Executives need to have their “antennae” out constantly, sensing any developments that could impact their job six or 12 months down the line. Being sensitive to company performance also includes being in charge of your own career management. Organize regular performance reviews with your boss to ensure you are on track with goals and to receive early warning of any problems.

While you're monitoring your industry and your career performance, you need to stay connected outside your immediate role. This means maintaining links with other networks, such as alumni and professional associations. Follow companies of interest on LinkedIn and Twitter. Build up contacts with the key people in your industry, including recruiters. Search consultants remember people who have taken the time to help them — and one day you may need them.

No dramatic exits, please

Once you've decided to leave, it's important to maintain your professionalism every step of the way, no matter how eager you are to move on. This centers on how you deliver the news.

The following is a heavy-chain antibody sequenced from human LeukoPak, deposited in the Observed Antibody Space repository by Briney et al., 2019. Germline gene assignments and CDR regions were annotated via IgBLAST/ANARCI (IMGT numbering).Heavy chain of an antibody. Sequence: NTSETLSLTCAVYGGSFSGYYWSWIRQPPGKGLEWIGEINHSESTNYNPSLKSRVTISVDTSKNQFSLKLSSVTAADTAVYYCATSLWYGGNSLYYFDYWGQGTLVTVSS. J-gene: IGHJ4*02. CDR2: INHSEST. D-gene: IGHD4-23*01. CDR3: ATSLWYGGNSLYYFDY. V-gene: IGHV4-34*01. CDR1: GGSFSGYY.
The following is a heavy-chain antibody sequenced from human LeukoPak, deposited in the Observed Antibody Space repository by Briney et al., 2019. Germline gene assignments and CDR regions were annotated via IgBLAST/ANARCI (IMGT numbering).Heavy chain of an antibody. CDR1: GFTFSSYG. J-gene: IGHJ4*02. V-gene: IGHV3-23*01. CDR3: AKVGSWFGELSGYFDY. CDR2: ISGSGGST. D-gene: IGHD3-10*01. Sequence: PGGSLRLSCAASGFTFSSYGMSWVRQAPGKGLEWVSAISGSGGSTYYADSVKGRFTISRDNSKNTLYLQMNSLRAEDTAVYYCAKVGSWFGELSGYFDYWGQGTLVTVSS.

One technique is to ask for a meeting at the earliest opportunity to “discuss some career choices” you have made. Such a remark usually only means one thing and your boss will appreciate the advance notice. Do not undermine your professionalism by allowing the news to travel to your boss from another channel before you have had the opportunity to sit down face to face with him/her.

Once you decide to go, see it through

Of course, giving your employer time to react can often mean they come back to you with a counter-offer. This is the next test of your leaving skills.

Reiterate that your decision has not been made lightly and that you are going to see it through in the most professional way. Being persuaded to stay on may assuage your guilt and buy your boss some time, but it will do nothing for your reputation. Your resignation has already signaled to senior management that you were ready to walk out.